UC San Diego announced Tuesday it has received a five-year, $5.67 million grant from the National Institute of Diabetes and Digestive and Kidney Diseases to fund research into kidney injuries.
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Researchers at the University of Alabama at Birmingham School of Medicine will also receive funding from the grant and the two schools will collaborate on research projects regarding kidney failure and injury.
“This new grant will allow both UC San Diego School of Medicine and UAB to be continued collaborators and leaders in this field,” said Dr. Joachim H. Ix, chief of the Division of Nephrology-Hypertension at UCSD. “The next five years will only build upon the great work that has been ongoing since 2008.”
UAB’s O’Brian Center for Acute Kidney Injury Research is one of eight federally funded locations in the country using cutting-edge technology and resources to fight kidney diseases, according to UCSD.
UCSD researchers lead the clinical component of the two schools’ research, working to develop basic research findings into clinical applications, while UAB’s researchers head the pre-clinical component to understand the underlying mechanisms of kidney diseases.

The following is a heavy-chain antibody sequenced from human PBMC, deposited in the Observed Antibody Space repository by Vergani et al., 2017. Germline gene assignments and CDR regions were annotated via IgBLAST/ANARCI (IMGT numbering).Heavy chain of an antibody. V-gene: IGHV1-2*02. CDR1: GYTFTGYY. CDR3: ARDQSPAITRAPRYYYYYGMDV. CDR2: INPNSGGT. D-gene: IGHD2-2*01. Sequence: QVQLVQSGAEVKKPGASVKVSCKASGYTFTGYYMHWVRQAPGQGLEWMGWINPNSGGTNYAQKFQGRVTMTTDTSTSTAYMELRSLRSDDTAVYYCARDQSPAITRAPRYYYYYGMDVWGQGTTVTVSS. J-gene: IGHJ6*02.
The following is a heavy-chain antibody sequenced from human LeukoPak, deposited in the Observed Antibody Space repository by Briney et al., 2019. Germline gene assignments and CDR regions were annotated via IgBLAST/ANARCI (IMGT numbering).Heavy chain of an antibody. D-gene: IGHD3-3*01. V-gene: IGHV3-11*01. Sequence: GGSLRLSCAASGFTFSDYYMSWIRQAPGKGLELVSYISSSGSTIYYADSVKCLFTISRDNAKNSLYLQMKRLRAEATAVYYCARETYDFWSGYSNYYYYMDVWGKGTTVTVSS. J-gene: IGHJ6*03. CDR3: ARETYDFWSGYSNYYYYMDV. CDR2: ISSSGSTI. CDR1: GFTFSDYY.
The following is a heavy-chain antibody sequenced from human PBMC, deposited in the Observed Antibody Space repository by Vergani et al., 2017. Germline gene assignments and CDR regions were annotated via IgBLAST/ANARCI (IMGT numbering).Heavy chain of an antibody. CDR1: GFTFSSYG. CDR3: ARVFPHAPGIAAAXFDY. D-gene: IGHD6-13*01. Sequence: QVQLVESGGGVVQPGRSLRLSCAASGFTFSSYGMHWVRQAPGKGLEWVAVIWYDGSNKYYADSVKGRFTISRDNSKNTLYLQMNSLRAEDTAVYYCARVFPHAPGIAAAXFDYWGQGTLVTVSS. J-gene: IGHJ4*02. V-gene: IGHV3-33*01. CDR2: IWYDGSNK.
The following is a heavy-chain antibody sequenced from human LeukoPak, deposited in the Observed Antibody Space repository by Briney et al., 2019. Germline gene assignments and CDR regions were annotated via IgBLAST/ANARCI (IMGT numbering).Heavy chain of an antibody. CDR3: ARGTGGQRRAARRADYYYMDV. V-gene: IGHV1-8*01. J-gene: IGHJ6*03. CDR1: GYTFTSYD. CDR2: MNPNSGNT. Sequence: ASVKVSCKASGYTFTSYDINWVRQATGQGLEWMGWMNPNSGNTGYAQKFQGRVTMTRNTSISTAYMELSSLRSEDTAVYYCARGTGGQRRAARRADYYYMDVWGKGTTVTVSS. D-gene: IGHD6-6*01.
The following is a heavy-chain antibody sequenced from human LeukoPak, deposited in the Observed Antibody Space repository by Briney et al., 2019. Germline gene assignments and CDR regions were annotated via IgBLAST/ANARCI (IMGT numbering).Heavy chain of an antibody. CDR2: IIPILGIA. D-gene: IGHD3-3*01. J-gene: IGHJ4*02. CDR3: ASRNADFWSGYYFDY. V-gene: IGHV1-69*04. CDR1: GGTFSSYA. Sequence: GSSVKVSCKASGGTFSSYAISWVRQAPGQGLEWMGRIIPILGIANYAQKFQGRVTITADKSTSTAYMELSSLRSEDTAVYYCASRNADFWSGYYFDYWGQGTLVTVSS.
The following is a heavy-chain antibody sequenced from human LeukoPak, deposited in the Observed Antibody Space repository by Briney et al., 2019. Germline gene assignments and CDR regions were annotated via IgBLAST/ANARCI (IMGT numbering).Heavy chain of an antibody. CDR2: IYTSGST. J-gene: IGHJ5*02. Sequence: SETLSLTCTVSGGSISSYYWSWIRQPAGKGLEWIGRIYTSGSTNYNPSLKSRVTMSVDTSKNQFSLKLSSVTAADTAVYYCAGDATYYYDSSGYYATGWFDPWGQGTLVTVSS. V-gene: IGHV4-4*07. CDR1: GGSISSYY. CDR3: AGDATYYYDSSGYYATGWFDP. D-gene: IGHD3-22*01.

Kidney failure and injury hospitalizes roughly 1.2 million patients per year, officials said. The ailments are also common in patients who are already hospitalized.
“Acute kidney injury causes more deaths per year than breast cancer, prostate cancer, heart failure and diabetes combined,” said Dr. Anupam Agarwal, director of the Division of Nephrology at UAB and director of the O’Brien Center collaboration.
“The center helps with our mission to improve the health of patients by fostering research that is centered on the prevention and treatment of acute kidney injury and its complications.”
— City News Service
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